For this month's In Memoriam, we’re going to honor the Americana musicians who have passed this year. Americana is a broad term — part of what makes it so great is its diversity. The communities are often based on regions instead of genre, which adds to its breadth and scope. In no way is this article meant to be all encompassing. Inevitably, deserving people will be excluded. Consider this a communal effort. We want to know who you will miss — no matter how big or small, whether they were a local stalwart or a national treasure. Follow our Spotify playlist and add your own commemorations. Together, we can celebrate the lives of all the deserved musicians that have passed this year.
Little Jimmy Dickens in 1971. Photo credit: Public Domain.
It’s been a tough year for country music as some legendary folks have died. Little Jimmy Dickens passed on January 2. He was 94 years old, and best known for a long career on the Grand Ole Opry. We also lost Johnny Gimble on May 9 at 88 years old. Gimble is remembered for fiddling with Bob Wills. His work is one of the hallmarks of Western Swing, and a defining feature of the Texas Playboys’ sound. On June 11, Jim Ed Brown passed. Though he’d been out of the spotlight for decades, Brown had a string of hits beginning in the late '60s up until the early '80s. Today, he is perhaps best known as the DJ responsible for the popular radio show Country Music Greats Radio Minute. We lost Buddy Emmons on July 21. He was one the of the greatest steel guitar players that ever lived. Emmons played with everyone from Little Jimmy Dickens to Ray Price, Ernest Tubbs, andGeorge Jones. Lynn Anderson followed on July 30. Anderson was 67 years old. She is best known as a 1970s country-singing siren and was a regular on The Lawrence Welk Show. Her contemporary style and crossover appeal made her one of the biggest musicians of her day. Tommy Overstreet passed on November 2 at 78. In his time, he placed 23 songs in the Billboard Top 40.
B.B. King's death devastated the blues scene. He was a living legend and an ambassador for not only the blues, but also the United States. His absence will be felt for decades and his importance cannot be overstated. North Mississippi bluesman Robert Belfour passed on February 24 at 74 years old. Belfour introduced a lot of folks to North Mississippi blues. His live performances were mesmerizing, opening eyes to the infinite possibilities inherent in the blues. We lost Captain Luke on May 12. His lounge inflected blues were unique and singular.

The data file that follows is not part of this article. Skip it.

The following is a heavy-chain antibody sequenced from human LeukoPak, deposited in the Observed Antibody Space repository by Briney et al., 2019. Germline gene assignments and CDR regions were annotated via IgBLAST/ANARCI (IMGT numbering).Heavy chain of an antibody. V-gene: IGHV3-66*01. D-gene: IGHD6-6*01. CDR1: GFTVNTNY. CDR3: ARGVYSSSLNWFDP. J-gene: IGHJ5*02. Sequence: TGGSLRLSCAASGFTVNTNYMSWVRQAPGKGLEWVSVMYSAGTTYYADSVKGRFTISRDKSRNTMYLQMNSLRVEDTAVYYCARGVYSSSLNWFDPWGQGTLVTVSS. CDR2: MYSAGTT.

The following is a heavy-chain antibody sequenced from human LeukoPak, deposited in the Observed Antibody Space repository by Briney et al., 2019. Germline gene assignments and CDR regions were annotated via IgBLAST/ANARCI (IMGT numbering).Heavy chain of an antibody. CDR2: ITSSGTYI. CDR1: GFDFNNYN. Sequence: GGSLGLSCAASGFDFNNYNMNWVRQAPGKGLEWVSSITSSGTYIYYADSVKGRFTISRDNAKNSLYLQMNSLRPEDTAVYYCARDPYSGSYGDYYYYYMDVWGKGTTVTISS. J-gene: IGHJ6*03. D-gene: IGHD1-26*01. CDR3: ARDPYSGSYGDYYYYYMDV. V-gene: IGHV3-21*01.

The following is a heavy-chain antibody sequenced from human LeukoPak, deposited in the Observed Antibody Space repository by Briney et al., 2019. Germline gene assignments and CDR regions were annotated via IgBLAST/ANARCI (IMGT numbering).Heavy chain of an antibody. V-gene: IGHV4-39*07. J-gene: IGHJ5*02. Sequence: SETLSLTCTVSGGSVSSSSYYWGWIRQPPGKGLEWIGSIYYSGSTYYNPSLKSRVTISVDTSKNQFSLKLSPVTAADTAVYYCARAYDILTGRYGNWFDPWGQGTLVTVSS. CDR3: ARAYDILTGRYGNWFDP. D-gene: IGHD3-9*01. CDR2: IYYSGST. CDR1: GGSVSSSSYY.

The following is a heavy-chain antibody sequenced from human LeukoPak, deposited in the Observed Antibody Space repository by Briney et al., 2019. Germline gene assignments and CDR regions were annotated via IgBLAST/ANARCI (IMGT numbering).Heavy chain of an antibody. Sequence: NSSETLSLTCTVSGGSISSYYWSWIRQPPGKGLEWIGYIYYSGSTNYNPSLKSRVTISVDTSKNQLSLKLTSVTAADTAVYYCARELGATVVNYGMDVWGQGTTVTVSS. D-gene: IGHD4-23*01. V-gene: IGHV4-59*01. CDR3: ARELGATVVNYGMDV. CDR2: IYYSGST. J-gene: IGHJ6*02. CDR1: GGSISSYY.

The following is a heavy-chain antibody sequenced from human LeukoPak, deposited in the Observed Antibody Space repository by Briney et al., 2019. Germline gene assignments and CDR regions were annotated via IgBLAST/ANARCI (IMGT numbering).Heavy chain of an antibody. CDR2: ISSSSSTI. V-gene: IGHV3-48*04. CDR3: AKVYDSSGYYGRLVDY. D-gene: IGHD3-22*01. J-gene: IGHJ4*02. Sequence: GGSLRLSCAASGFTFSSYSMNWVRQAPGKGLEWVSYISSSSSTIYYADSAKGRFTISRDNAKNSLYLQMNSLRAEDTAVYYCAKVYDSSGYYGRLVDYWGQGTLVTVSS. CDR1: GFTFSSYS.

The soul community lost some greats, as well. Ben E. King, the legendary voice that fronted the Drifters, had a long and illustrious career, but will forever be remembered as the voice and co-writer of the timeless masterpiece “Stand By Me.” Muscle Shoals' artist Percy Sledge passed on April 14. He is best known for his breakthrough hit “When a Man Loves a Woman.” We lost Allen Toussaint on November 10. Toussaint was one of the most successful songwriters and producers to ever come from New Orleans. He left an indelible mark on everyone from the Meteors to the Band.
The folk world lost some important musicians from its second wave. Ronnie Gilbert, who is best known for her work in the Weavers, passed on June 16. The Weavers were the template for every 1950s folk act that followed — their intricate harmonies and clean-cut image were an instant success. If not for the McCarthy Witch Trials, their hey-day would have surely lasted years, if not decades, longer. Gilbert continued performing and recording as a solo artist, and the Weavers received a Lifetime Achievement Award at the 2006 Grammys. We lost Theodore Bikel on July 21 at 91 years of age. Bikel is best known as Tevye from The Fiddler On The Roof, though he was also the co-founder of the Newport Folk Festival.
Bluegrass wasn’t as hard hit, but we did lose New Grass dobro player Tut Taylor who played on John Hartford’s classic album Aero-Plain. In later years, he played extensively with fellow New Grass legend Norman Blake. Taylor was 91 years old. Richard Watson — son of Merle, grandson of Doc — passed, as well, on June 1.
Behind the Curtain
Behind the scenes, we lost two seminal figures. Samuel Charters passed on March 18 who was best known for the book The Country Blues. Charters' books, although often flawed, brought many southern bluesmen back to prominence in the 1960s. We also lost legendary producer Bob Johnston on August 14. He helmed the board for Columbia Records on classic albums from Bob Dylan, Johnny Cash, Leonard Cohen, and Simon & Garfunkel.
Follow our Spotify playlist and add your own commemorations: